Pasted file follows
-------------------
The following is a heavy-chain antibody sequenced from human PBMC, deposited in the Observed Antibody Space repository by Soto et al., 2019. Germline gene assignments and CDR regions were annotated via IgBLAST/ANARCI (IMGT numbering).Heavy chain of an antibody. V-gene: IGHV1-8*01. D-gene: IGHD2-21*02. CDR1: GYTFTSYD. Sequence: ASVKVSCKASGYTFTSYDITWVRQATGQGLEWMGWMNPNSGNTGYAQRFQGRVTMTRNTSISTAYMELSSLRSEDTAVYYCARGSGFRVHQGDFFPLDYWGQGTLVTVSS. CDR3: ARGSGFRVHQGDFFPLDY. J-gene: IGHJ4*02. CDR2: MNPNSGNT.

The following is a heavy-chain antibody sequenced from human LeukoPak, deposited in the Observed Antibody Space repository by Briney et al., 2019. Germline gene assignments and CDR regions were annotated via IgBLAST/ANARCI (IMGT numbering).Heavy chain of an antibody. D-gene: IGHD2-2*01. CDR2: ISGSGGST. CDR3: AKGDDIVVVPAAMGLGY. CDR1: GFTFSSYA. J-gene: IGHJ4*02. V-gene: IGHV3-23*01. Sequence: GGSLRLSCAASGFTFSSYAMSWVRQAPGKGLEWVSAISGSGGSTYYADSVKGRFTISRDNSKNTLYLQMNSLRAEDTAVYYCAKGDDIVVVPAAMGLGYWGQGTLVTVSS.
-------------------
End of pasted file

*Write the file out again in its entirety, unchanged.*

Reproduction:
The following is a heavy-chain antibody sequenced from human PBMC, deposited in the Observed Antibody Space repository by Soto et al., 2019. Germline gene assignments and CDR regions were annotated via IgBLAST/ANARCI (IMGT numbering).Heavy chain of an antibody. V-gene: IGHV1-8*01. D-gene: IGHD2-21*02. CDR1: GYTFTSYD. Sequence: ASVKVSCKASGYTFTSYDITWVRQATGQGLEWMGWMNPNSGNTGYAQRFQGRVTMTRNTSISTAYMELSSLRSEDTAVYYCARGSGFRVHQGDFFPLDYWGQGTLVTVSS. CDR3: ARGSGFRVHQGDFFPLDY. J-gene: IGHJ4*02. CDR2: MNPNSGNT.

The following is a heavy-chain antibody sequenced from human LeukoPak, deposited in the Observed Antibody Space repository by Briney et al., 2019. Germline gene assignments and CDR regions were annotated via IgBLAST/ANARCI (IMGT numbering).Heavy chain of an antibody. D-gene: IGHD2-2*01. CDR2: ISGSGGST. CDR3: AKGDDIVVVPAAMGLGY. CDR1: GFTFSSYA. J-gene: IGHJ4*02. V-gene: IGHV3-23*01. Sequence: GGSLRLSCAASGFTFSSYAMSWVRQAPGKGLEWVSAISGSGGSTYYADSVKGRFTISRDNSKNTLYLQMNSLRAEDTAVYYCAKGDDIVVVPAAMGLGYWGQGTLVTVSS.